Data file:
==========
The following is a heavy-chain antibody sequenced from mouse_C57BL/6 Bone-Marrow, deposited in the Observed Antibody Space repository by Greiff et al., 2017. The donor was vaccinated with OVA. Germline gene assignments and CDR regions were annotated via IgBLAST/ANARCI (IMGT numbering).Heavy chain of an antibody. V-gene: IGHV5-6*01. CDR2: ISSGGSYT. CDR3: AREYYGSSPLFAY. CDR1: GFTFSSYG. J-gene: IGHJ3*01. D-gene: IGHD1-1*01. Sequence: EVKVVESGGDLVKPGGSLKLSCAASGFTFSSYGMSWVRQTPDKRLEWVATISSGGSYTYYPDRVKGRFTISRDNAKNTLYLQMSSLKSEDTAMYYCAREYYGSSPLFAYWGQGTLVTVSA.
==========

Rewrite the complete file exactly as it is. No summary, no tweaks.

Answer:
The following is a heavy-chain antibody sequenced from mouse_C57BL/6 Bone-Marrow, deposited in the Observed Antibody Space repository by Greiff et al., 2017. The donor was vaccinated with OVA. Germline gene assignments and CDR regions were annotated via IgBLAST/ANARCI (IMGT numbering).Heavy chain of an antibody. V-gene: IGHV5-6*01. CDR2: ISSGGSYT. CDR3: AREYYGSSPLFAY. CDR1: GFTFSSYG. J-gene: IGHJ3*01. D-gene: IGHD1-1*01. Sequence: EVKVVESGGDLVKPGGSLKLSCAASGFTFSSYGMSWVRQTPDKRLEWVATISSGGSYTYYPDRVKGRFTISRDNAKNTLYLQMSSLKSEDTAMYYCAREYYGSSPLFAYWGQGTLVTVSA.